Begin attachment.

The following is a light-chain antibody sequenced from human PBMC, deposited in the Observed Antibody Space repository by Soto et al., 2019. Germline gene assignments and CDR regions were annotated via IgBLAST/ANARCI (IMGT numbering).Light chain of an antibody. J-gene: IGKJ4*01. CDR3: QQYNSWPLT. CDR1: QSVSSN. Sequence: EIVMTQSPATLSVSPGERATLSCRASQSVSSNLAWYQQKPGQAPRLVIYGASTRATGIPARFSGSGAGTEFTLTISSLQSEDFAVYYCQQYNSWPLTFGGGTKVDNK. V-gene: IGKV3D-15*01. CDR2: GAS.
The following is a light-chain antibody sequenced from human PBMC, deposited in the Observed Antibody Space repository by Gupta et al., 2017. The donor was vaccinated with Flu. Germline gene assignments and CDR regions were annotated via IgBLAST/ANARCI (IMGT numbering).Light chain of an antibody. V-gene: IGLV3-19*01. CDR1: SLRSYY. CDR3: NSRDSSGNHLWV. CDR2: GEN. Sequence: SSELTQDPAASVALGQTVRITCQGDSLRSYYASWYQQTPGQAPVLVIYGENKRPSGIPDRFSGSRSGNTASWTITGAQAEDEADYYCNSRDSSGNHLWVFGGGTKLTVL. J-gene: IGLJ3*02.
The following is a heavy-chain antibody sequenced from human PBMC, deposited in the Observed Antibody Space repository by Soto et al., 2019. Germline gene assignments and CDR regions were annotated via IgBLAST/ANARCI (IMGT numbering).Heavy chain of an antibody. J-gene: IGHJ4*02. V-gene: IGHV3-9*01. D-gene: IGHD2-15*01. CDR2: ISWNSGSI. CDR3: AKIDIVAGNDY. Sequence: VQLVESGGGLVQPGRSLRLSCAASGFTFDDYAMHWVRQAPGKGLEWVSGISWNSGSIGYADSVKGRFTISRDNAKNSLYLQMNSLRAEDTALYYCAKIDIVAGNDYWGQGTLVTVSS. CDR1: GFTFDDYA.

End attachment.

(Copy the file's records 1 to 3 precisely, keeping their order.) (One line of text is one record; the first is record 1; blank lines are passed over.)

The following is a light-chain antibody sequenced from human PBMC, deposited in the Observed Antibody Space repository by Soto et al., 2019. Germline gene assignments and CDR regions were annotated via IgBLAST/ANARCI (IMGT numbering).Light chain of an antibody. J-gene: IGKJ4*01. CDR3: QQYNSWPLT. CDR1: QSVSSN. Sequence: EIVMTQSPATLSVSPGERATLSCRASQSVSSNLAWYQQKPGQAPRLVIYGASTRATGIPARFSGSGAGTEFTLTISSLQSEDFAVYYCQQYNSWPLTFGGGTKVDNK. V-gene: IGKV3D-15*01. CDR2: GAS.
The following is a light-chain antibody sequenced from human PBMC, deposited in the Observed Antibody Space repository by Gupta et al., 2017. The donor was vaccinated with Flu. Germline gene assignments and CDR regions were annotated via IgBLAST/ANARCI (IMGT numbering).Light chain of an antibody. V-gene: IGLV3-19*01. CDR1: SLRSYY. CDR3: NSRDSSGNHLWV. CDR2: GEN. Sequence: SSELTQDPAASVALGQTVRITCQGDSLRSYYASWYQQTPGQAPVLVIYGENKRPSGIPDRFSGSRSGNTASWTITGAQAEDEADYYCNSRDSSGNHLWVFGGGTKLTVL. J-gene: IGLJ3*02.
The following is a heavy-chain antibody sequenced from human PBMC, deposited in the Observed Antibody Space repository by Soto et al., 2019. Germline gene assignments and CDR regions were annotated via IgBLAST/ANARCI (IMGT numbering).Heavy chain of an antibody. J-gene: IGHJ4*02. V-gene: IGHV3-9*01. D-gene: IGHD2-15*01. CDR2: ISWNSGSI. CDR3: AKIDIVAGNDY. Sequence: VQLVESGGGLVQPGRSLRLSCAASGFTFDDYAMHWVRQAPGKGLEWVSGISWNSGSIGYADSVKGRFTISRDNAKNSLYLQMNSLRAEDTALYYCAKIDIVAGNDYWGQGTLVTVSS. CDR1: GFTFDDYA.